Saying that Catholics have a duty to respect and observe just laws is a far cry from saying that breaking a civil law is a sin.
In my opinion, downloading illegaly is a sin.
No one is saying that copyright infringement is theft. It is simply copyright infringement that is illegal under Federal and International laws. If you are caught infringing copyright you can be held civilly liable for up to $150,000 in civil damages. You can also be held criminal liable if you are the one distributing the copyrighted content.
Thanks for your replies… I see truth from every post !
The question was “is downloading music a sin?,” not “does it subject one to fines derived from copyright infringement?”
What you are referencing is true criminal activity, not someone downloading a song to listen to in their home. This hardly rises to the level of sin.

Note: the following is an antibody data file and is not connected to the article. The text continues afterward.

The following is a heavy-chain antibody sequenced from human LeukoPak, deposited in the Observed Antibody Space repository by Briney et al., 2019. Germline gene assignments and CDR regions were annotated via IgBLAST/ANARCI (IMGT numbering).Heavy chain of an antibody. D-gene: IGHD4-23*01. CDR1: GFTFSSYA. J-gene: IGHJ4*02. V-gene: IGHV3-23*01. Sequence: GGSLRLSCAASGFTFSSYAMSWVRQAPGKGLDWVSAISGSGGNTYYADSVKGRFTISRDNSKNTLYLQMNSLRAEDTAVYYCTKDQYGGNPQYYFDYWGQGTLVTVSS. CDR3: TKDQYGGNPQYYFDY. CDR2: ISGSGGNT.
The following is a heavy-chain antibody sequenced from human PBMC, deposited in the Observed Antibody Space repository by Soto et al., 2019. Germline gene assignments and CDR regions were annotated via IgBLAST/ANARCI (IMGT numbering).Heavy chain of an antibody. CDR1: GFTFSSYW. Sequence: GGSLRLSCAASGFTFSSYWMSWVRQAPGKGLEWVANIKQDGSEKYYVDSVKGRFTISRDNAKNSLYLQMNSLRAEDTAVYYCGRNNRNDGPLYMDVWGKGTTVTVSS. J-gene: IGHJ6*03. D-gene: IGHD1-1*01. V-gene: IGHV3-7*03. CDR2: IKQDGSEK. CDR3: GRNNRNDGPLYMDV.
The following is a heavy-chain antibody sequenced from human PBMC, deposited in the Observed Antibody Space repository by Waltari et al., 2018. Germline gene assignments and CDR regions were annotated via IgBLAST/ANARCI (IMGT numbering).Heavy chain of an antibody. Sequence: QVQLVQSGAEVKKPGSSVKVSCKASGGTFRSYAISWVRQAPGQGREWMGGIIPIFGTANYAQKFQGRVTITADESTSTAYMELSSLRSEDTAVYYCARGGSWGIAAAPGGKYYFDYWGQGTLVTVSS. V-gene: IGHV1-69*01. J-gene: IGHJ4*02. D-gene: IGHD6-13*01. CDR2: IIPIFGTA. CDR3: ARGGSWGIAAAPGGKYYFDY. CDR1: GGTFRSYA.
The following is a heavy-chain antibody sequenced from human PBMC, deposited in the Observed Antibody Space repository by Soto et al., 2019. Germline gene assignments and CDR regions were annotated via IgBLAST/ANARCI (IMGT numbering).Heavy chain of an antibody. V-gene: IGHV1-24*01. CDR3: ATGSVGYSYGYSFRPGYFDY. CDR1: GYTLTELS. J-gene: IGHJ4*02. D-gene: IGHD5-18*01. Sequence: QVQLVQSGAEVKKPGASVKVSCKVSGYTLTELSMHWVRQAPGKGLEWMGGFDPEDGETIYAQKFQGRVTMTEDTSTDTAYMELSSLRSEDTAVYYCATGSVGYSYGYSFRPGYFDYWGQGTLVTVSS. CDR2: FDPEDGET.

I need help. I paid for a set of 10 fitness DVDs online and never received them by post. I was thinking that if I find them online and downloaded them it would not be illegal for me since I paid for them and did not receive them. I got close to the end of downloading them and decided to just stop the download and delete them.
I did view quickly a couple of them as I was downloading them to see how they were. I never used them and never completed the whole download. Do I have anything to worry about. Is this a sin of grave matter or only treated as venal sin since I paid for it only wanting to get what I paid for.
I don’t see the point of buying music when you’ve already downloaded it. Or if a friend sends you a track, with a “Hey, you should listen to this!” Why buy it if you already have it?